Paper “OpenCL on Embedded devices” by Nokia

Exhibit 2 shows tests of a few simple OpenCL-program on an unnamed device with a TI OMAP 3430 (550 MHz ARM Cortex-A8 CPU & 110 MHz POWERVR SGX530 GPU) – which happens to be in the Motorola Droid, Palm Pre, and Nokia N900. So they managed to create a OpenCL-implementation on ARM. If you’re interested in OpenCL for embedded devices, please do read this presentation:

http://www.khronos.org/developers/library/2009-hotchips/Nokia_OpenCL-in-Handheld-Devices.pdf

It is a document from august 2009, which shows they actually were trying POWERVR and OpenCL then. Now with QT and Maemo mentioning it, we can be very sure the N900 or the N920 is eventually going to have OpenCL-support.

Qt Hello World

The earlier blog-post was about how to use Qt Creator with OpenCL. The examples are all around Images, but nowhere a simple Hello World. So here it is: AMD’s infamous OpenCL Hello World in Qt. Thank’s to linuxjunk for glueing the parts together.

[[code]]czoxOTY2OlwiDQo8c3BhbiBzdHlsZT1cImNvbG9yOiAjMDAwMDgwO1wiPg0KaW50IG1haW4oaW50IGFyZ2MsIGNoYXIgKmFyZ3ZbXSkge3tbJiomXX0NCg0KICAgIC8vIERlZmluZSB0aGUga2VybmVsLiBUYWtlIGEgZ29vZCBsb29rIHdoYXQgaXQgZG9lcy4NCiAgICBRQnl0ZUFycmF5e1smKiZdfSBwcm9nKA0KICAgIFwiI3ByYWdtYSBPUEVOQ0wgRVhURU5TSU9OIGNsX2tocl9ieXRlX2FkZHJlc3NhYmxlX3N0b3JlIDogZW5hYmxle1smKiZdfW5cIiANCiAgICBcIl9fY29uc3RhbnQgY2hhciBod1tdID0gXCJIZWxsbyBXb3JsZCBmcm9tIFF0IVwiOyBuXCIgDQogICAgXCJfX2tlcm5lbCB7WyYqJl19dm9pZCBoZWxsbyhfX2dsb2JhbCBjaGFyICogb3V0KSB7blwiIA0KICAgIFwiICBzaXplX3QgdGlkID0gZ2V0X2dsb2JhbF9pZCgwKTsge1smKiZdfW5cIiANCiAgICBcIiAgb3V0W3RpZF0gPSBod1t0aWRdOyBuXCIgDQogICAgXCJ9blwiDQogICAgKTsNCg0KICAgICAvLyBHZXQgYSBjb250ZXtbJiomXX14dCBvbiB0aGUgZmlyc3QgYXZhaWxhYmxlIEdQVS4NCiAgICAgUUNMQ29udGV4dCBjb250ZXh0Ow0KICAgICBpZiAoIWNvbnRleHQue1smKiZdfWNyZWF0ZShRQ0xEZXZpY2U6OkdQVSkpDQogICAgICAgICBxRmF0YWwoXCJDb3VsZCBub3QgY3JlYXRlIE9wZW5DTCBjb250ZXh0XCIpO3tbJiomXX0NCg0KICAgICAvLyBBbGxvY2F0ZSAxMDAgYnl0ZXMgb2YgbWVtb3J5IG9uIHRoZSBIb3N0Lg0KICAgICBzaXplX3QgbWVtX3NpemUge1smKiZdfT0gMTAwOw0KICAgICBjaGFyKiBvdXRIID0gbmV3IGNoYXJbbWVtX3NpemVdOw0KICAgICAvLyBBbGxvY2F0ZSBidWZmZXIgb24gdGh7WyYqJl19ZSBEZXZpY2UuDQogICAgIFFDTEJ1ZmZlciBvdXRDTCA9IGNvbnRleHQuY3JlYXRlQnVmZmVySG9zdChvdXRILCBzaXplb2YoY2hhcntbJiomXX0pICogbWVtX3NpemUsDQogICAgICAgICAgICAgICAgICAgICAgICAgICAgICAgICAgICAgICAgICAgICAgICBRQ0xNZW1vcnlPYmple1smKiZdfWN0OjpXcml0ZU9ubHkpOw0KDQogICAgIC8vIENvbXBpbGUgcHJvZ3JhbSBhZ2FpbnN0IGRldmljZQ0KICAgICAgUUNMUHJvZ3JhbSB7WyYqJl19cHJvZ3JhbSA9IGNvbnRleHQuYnVpbGRQcm9ncmFtRnJvbVNvdXJjZUNvZGUocHJvZyk7DQoNCiAgICAgLy8gQ3JlYXRlIGEga2VybntbJiomXX1lbCBvYmplY3QsIHRlbGwgaXQgd2UgYXJlIHVzaW5nIHRoZSBrZXJuZWwgY2FsbGVkIFwiaGVsbG9cIi4NCiAgICAgUUNMS2VybmVsIGt7WyYqJl19ZXJuZWwgPSBwcm9ncmFtLmNyZWF0ZUtlcm5lbChcImhlbGxvXCIpOw0KDQogICAgIC8vIFNldCB0aGUgbmVjZXNzYXJ5IGdsb2JhbCBte1smKiZdfWVtb3J5LiBJbiB0aGlzIGNhc2UgaXQgaXMgdGhlIGJ1ZmZlci1zaXplLg0KICAgICBrZXJuZWwuc2V0R2xvYmFsV29ya1NpemUob3V7WyYqJl19dENMLnNpemUoKSwgMSk7DQoNCiAgICAgLy8gVHVybiBvbiBwcm9maWxpbmcuDQogICAgIFFDTENvbW1hbmRRdWV1ZSBxdWV1ZSA9IHtbJiomXX1jb250ZXh0LmNvbW1hbmRRdWV1ZSgpOw0KICAgICBxdWV1ZS5zZXRQcm9maWxpbmdFbmFibGVkKHRydWUpOw0KDQogICAgIC8vIFF1e1smKiZdfWV1ZSB0aGUga2VybmVsIHVwIHRvIHJ1bi4NCiAgICAgLy8gR2l2ZSBpdCBhbiBhcmd1bWVudCB3aGljaCBpcyB0aGUgbWVtb3J5IHd7WyYqJl19ZSBhbGxvY2F0ZWQgYWJvdmUuDQogICAgIFFDTEV2ZW50IGV2ZW50ID0ga2VybmVsKG91dENMKTsNCg0KICAgICAvLyBVc2UgdGhlIHtbJiomXX1ldmVudCBvYmplY3QgYWJvdmUgdG8gYmxvY2sgdW50aWwgcHJvY2Vzc2luZyBoYXMgY29tcGxldGVkLg0KICAgICBldmVudC53YWl0e1smKiZdfUZvckZpbmlzaGVkKCk7DQoNCiAgICAgLy8gVGltaW5nIG9ubHkgd29ya3Mgd2l0aCBwcm9maWxpbmcgb24uIHJ1blRpbWUgaXMgdW57WyYqJl19c2lnbmVkLg0KICAgICBwcmludGYoXCIgdGltZSBcJyV1XCduXCIsIGV2ZW50LnJ1blRpbWUoKSk7DQoNCiAgICAgLy8gUmVhZCB0aGUgcmV7WyYqJl19c3VsdHMgb3V0IG9mIHRoZSBzaGFyZWQgbWVtb3J5IGFyZWEuDQogICAgIG91dENMLnJlYWQob3V0SCwgbWVtX3NpemUpOw0KDQogIHtbJiomXX0gICAvLyBXcml0ZSB0byBzY3JlZW4uDQogICAgIHByaW50ZihcIiByZXN1bHQgPSBcJyVzXCdcIiwgb3V0SCk7DQp9DQo8L3NwYW4+DQpcIjt7WyYqJl19[[/code]]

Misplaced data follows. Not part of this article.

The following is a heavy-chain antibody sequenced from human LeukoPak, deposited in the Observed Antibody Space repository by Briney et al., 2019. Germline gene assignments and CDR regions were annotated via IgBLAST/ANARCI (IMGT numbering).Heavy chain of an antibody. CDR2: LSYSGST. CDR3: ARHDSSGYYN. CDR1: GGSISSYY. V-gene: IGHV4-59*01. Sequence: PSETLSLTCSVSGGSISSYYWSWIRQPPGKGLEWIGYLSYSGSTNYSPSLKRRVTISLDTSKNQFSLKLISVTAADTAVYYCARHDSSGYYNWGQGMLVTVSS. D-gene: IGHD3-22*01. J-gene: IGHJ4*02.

Have fun!

Using Qt Creator for OpenCL